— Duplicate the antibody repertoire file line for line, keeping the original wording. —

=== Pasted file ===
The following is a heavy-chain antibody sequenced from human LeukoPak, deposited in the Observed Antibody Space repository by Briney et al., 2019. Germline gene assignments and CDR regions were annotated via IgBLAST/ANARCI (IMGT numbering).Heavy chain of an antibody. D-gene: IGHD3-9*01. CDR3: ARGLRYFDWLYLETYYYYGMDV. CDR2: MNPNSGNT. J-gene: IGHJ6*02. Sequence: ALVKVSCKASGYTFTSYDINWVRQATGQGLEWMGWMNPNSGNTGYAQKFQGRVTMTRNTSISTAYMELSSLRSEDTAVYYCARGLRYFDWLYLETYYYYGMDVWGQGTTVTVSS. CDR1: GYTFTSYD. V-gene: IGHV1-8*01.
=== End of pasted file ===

The following is a heavy-chain antibody sequenced from human LeukoPak, deposited in the Observed Antibody Space repository by Briney et al., 2019. Germline gene assignments and CDR regions were annotated via IgBLAST/ANARCI (IMGT numbering).Heavy chain of an antibody. D-gene: IGHD3-9*01. CDR3: ARGLRYFDWLYLETYYYYGMDV. CDR2: MNPNSGNT. J-gene: IGHJ6*02. Sequence: ALVKVSCKASGYTFTSYDINWVRQATGQGLEWMGWMNPNSGNTGYAQKFQGRVTMTRNTSISTAYMELSSLRSEDTAVYYCARGLRYFDWLYLETYYYYGMDVWGQGTTVTVSS. CDR1: GYTFTSYD. V-gene: IGHV1-8*01.